The Presence of Ford Madox Ford

To do justice by Ford Madox Ford—that has been a chief obligation of literary critics since 1939, when the author died largely ignored by scholars and the reading public alike. As early as 1939, Granville Hicks in Bookman had described Ford as “a neglected contemporary.” For the next two decades his reputation as a major figure among twentieth century English novelists languished, except for an occasional reevaluation in the journals. Not until 1951, with the impetus of Mark Schorer’s perceptive Introduction to The Good Soldier in a paperback reprint, would Ford’s position among his distinguished contemporaries move forward, perhaps slightly back of the frontline of James Joyce, D. H. Lawrence, and Joseph Conrad, but certainly to the fore of other English writers whose reputations had been established before the 1930’s. To compensate for his long period of neglect, critics by the score—Richard A. Cassell, John A. Meixner, Paul Wiley, Kenneth Young, to mention several prominent names—have since examined in meticulous detail the complexities of Ford’s fiction, and several fine biographies, most notably Arthur Mizener’s and Frank MacShane’s, have attempted to adjust in a proper perspective the difficult psychological questions concerning Ford’s life. Through this considerable critical industry on a twentieth century writer one central theme may be understood: to separate from his perceived psychological and moral limitations as a human being Ford’s genius as a man of letters.

In The Presence of Ford Madox Ford, Sondra J. Stang has addressed this problem directly. Most of the critical essays that she has collected for the volume and, above all, the memoirs she has commissioned from intimates of Ford, attempt to capture the elusive “presence” of the man. The most valuable of these pieces, brief appreciations by Jenny Bradley, Caroline Gordon, Julia M. Loewe, Robert Lowell, Mary McIntosh, Wally Tworkov, and Janice Biala, examine Ford’s character from a variety of subjective points of view, so that a reader’s impressions of the writer are bound to be influenced favorably.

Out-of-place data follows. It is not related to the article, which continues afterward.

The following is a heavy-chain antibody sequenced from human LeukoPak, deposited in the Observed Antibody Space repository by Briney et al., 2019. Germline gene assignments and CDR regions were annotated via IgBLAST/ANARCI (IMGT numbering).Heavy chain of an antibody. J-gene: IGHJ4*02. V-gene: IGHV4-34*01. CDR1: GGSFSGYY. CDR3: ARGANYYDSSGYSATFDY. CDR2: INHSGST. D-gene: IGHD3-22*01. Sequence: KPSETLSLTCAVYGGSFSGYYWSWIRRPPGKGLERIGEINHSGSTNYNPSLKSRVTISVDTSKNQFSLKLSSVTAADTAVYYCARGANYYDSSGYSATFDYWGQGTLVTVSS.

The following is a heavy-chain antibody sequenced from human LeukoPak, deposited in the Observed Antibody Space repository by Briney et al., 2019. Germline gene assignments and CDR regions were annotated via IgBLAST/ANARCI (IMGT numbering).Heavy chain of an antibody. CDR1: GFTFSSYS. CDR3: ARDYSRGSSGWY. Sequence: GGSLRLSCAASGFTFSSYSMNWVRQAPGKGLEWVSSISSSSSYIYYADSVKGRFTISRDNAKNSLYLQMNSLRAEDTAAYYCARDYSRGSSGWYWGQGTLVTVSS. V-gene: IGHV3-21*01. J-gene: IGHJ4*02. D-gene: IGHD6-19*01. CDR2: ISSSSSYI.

Why should any present-day admirer of Ford, the author of masterworks such as The Good Soldier (1915) and the four-volume Parade’s End (1924-1928), the editor of Transatlantic Review, the discoverer and promoter of many literary talents, need to recapture the artist’s presence? Or put another way: what aspects of his presence have not already been defined by Ford’s autobiography It Was the Nightingale (1933) or by the more recent exhaustive biographies?

The answer to the first question is that justice to Ford demands a closer look at the writer’s alleged psychological deficiencies. By his contemporaries, Ford was often perceived as a superior artist but a dangerous friend: a liar, backbiter, megalomaniac, betrayer. These charges are serious, mostly false, and terribly demeaning. In a more relaxed age of literary nitpicking, other prominent Edwardian writers squabbled publicly with certain of their contemporaries. Somerset Maugham travestied Hugh Walpole (Cakes and Ale, 1930); Frank Harris, Arnold Bennett, and George Moore wrote and spoke unkindly about fellow writers. The tone of their quoted remarks or published memoirs was generally peevish rather than truly malicious, gossipy instead of mean-spirited. Compared to these and other indiscreet Edwardians, Ford perhaps stood out as especially offensive because his pronouncements were often theatrical; he loved an audience, loved to play the role of literary master hectoring dim-witted neophytes, and above all he loved to turn a clever or...

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(Literary Masterpieces, Volume 14)

The New York Times Book Review. LXXXVI, May 17, 1981, p. 11.

Times Literary Supplement. December 25, 1981, p. 1504.